Writer Frédéric Krivine, who scripted the dialogue and planned the dramatic structure of every episode, says he envisaged the characters as “a human kaleidoscope.” Although Larcher remains central throughout, the storylines follow the increasingly confused fortunes of more than a dozen people. This involves some serious work in narrative design. Strands are woven between the Larcher household, the school, the police station, the German command centre and, later, a communist resistance group camped out in the forest.

Conscious of the need to avoid “soap-operisation,” Krivine develops extended narrative lines in which scenes from increasingly disrupted everyday lives are fraught with tensions from the expanding theatre of war. The village becomes a microcosm of a world in crisis, and individual characters are caught between conflicting frames of morality and reason. Everyone is torn, and in many ways. Marriages come apart as new attachments form, families are separated, loyalties are stretched to breaking point.

Under the pressures, people become denatured. Those with a more fragile sense of self lose their anchor more easily than others, with children being especially susceptible. In the early series, Larcher’s nephew Gustave is a self-possessed child who quickly learns not to speak about what he sees and hears, and is capable of taking brave initiatives. But after the execution of his father, resistance leader Marcel Larcher (Fabrizio Rongione), he develops a brutal streak. He turns on the uncle who has tried to care for him, and participates in the public shaming of his aunt Hortense.

Hortense Larcher (Audrey Fleurot) becomes fascinated by the officer who heads the German contingent, Heinrich Müller (Richard Sammel). She is a glamorous redhead, no doubt drawn to the uniformed machismo authority, but Müller is a complex figure with sophisticated motivations. They fall into a kind of mutual addiction, which puts her in a position to engage in some of the worst betrayals. It’s not that she is intentionally malicious. As an opportunity occurs to her, you see the expression vanish from her face. She stares like a deer in the headlights, as if she knows she cannot but follow it through.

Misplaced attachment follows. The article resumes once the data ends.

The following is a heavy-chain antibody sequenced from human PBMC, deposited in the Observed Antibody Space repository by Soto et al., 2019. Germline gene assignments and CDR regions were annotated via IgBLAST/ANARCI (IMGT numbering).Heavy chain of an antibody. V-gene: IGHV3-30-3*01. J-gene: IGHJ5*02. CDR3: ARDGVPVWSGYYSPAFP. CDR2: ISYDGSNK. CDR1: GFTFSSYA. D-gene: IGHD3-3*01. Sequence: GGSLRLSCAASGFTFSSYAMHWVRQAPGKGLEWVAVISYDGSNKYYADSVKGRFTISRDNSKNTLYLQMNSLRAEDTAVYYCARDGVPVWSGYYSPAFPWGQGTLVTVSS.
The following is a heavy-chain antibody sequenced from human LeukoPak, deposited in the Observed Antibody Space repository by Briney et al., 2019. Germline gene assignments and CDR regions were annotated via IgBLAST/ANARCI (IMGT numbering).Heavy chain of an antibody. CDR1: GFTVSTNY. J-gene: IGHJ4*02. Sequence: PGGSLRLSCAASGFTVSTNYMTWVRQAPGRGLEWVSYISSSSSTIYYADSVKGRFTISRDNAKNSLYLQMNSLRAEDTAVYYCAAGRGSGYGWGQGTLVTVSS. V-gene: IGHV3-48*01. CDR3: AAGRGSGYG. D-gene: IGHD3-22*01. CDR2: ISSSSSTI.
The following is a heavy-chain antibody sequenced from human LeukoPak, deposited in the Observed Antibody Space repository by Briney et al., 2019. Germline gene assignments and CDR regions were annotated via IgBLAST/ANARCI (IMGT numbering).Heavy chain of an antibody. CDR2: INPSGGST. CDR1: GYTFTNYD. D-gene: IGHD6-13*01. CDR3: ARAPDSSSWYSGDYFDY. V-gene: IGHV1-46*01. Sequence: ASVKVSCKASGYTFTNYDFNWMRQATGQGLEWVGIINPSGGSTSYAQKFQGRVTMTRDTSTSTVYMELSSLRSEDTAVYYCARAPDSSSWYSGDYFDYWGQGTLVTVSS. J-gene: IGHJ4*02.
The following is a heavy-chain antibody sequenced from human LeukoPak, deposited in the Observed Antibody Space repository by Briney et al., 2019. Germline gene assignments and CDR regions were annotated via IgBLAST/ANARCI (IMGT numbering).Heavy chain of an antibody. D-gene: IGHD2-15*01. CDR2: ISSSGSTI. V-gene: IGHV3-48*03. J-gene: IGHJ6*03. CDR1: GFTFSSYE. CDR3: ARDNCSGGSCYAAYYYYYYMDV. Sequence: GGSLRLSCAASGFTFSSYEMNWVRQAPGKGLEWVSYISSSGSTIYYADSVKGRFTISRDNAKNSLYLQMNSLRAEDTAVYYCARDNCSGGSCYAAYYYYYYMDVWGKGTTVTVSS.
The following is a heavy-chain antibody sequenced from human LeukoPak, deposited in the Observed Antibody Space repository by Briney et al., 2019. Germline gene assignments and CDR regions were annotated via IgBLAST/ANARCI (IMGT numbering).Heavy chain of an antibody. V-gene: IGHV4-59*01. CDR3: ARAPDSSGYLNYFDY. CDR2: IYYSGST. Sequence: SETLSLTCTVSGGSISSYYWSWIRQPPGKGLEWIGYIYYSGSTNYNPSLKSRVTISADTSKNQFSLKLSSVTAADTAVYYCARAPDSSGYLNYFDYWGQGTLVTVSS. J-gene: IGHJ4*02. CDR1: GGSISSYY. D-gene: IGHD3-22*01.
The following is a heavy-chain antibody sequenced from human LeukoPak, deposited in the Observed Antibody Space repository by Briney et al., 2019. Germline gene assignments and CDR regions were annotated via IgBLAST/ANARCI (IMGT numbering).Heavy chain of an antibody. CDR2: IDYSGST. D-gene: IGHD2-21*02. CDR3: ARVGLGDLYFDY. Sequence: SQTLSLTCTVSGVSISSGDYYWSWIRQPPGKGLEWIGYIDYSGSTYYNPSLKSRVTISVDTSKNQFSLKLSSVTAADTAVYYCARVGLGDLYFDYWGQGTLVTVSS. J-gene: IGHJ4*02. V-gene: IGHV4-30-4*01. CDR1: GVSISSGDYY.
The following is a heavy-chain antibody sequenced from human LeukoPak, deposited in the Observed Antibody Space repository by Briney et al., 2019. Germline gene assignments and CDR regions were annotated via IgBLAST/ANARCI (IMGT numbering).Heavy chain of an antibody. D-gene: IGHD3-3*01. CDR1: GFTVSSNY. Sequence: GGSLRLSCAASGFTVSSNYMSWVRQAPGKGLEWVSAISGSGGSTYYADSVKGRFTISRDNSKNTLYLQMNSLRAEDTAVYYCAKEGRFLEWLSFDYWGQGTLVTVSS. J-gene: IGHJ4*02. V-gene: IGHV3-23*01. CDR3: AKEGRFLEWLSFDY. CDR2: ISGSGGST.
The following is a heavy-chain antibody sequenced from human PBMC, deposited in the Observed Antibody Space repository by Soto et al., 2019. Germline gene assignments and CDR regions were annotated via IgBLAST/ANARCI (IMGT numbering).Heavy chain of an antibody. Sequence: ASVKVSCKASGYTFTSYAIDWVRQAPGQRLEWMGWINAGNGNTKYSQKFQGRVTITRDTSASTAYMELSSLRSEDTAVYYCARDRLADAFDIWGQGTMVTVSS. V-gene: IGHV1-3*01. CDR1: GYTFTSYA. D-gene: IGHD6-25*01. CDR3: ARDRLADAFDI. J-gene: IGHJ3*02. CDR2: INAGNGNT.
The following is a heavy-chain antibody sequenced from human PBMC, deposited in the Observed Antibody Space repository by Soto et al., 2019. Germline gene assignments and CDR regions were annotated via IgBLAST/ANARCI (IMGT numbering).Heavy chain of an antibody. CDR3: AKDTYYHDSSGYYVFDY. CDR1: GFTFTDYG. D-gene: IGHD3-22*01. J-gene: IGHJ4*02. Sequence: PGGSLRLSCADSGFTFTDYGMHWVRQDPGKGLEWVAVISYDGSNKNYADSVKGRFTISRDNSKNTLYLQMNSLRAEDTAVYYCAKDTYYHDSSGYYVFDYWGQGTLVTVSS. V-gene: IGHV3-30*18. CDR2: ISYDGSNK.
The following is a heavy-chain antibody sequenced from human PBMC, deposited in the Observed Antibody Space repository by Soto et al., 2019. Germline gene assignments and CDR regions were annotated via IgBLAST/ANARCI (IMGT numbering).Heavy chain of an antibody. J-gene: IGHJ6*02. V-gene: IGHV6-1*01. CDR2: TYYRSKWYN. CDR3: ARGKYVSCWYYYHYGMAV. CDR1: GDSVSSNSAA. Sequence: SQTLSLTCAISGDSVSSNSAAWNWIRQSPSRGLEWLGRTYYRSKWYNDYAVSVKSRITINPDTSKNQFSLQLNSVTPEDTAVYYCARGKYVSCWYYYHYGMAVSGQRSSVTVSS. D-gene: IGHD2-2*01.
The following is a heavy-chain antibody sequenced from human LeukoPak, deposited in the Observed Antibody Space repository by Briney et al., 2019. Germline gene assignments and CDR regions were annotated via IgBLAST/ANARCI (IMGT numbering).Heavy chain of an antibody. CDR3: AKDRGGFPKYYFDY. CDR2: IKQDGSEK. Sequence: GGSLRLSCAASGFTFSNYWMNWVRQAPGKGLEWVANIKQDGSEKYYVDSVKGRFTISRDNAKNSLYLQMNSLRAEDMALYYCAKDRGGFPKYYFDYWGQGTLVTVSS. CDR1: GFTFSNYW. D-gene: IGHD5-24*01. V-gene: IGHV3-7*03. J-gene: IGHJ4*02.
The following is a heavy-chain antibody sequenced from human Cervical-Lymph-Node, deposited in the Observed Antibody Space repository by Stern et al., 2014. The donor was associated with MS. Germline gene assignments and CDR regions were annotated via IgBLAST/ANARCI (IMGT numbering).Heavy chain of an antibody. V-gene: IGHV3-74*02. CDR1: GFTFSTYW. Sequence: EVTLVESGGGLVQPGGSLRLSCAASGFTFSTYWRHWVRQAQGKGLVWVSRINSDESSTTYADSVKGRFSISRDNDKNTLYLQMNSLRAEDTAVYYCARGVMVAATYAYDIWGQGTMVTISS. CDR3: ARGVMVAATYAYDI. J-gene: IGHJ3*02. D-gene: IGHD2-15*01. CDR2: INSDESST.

The young schoolmistress, Lucienne (Marie Kremer), also becomes involved in a relationship with a German. Theirs is an innocent romance, destined to come apart as he is drafted to another region. She marries the headmaster, Jules Bériot (François Loriquet), but distress and confusion eventually leave her psychologically wrecked.

Stoic personalities hold up better. Daniel Larcher – the “good man” in all this, if there is one – continues to treat patients, respond to emergencies and hold his family together to the extent that is humanly possible. He makes good decisions where he can, and compromises when he has to. Müller is the darker version of the stoic, for whom tyranny and cruelty have become forms of pragmatism.

Director Philippe Triboit’s decision to employ Violaine Bellet as a consultant psychologist to the series has clearly helped to give depth to the interplay of personalities and relationships. Historical adviser Jean-Pierre Azéma, a leading authority on the Occupation, contributes to the unflinching realism by helping to tie the dramatic structure of episodes to real events. Many of these incidents play out across the whole series, reflecting escalating levels of danger, conspiracy and internal conflict.

After Marcel Larcher and a companion rashly assassinate two German officers in the pharmacy, a chain of repercussions sets in. The two resistance fighters go into hiding, and Marcel eventually becomes the leader of a resistance camp based in the woods. The French police, under orders to co-operate with the German command, are instructed to round up hostages from the village. This process is managed by Jean Marchetti (Nicolas Gob), an officer recently promoted on the basis of his readiness to collaborate.

At every turn, people are offered versions of Sophie’s choice: they can save one person by betraying someone else. The freedom to make ethical decisions is lost. Jews, resistance workers and other fugitives are always conscious that if those who know their whereabouts fall into the hands of the Germans, betrayal is inevitable. Some may resist torture, but being threatened with the torture of family members is another matter.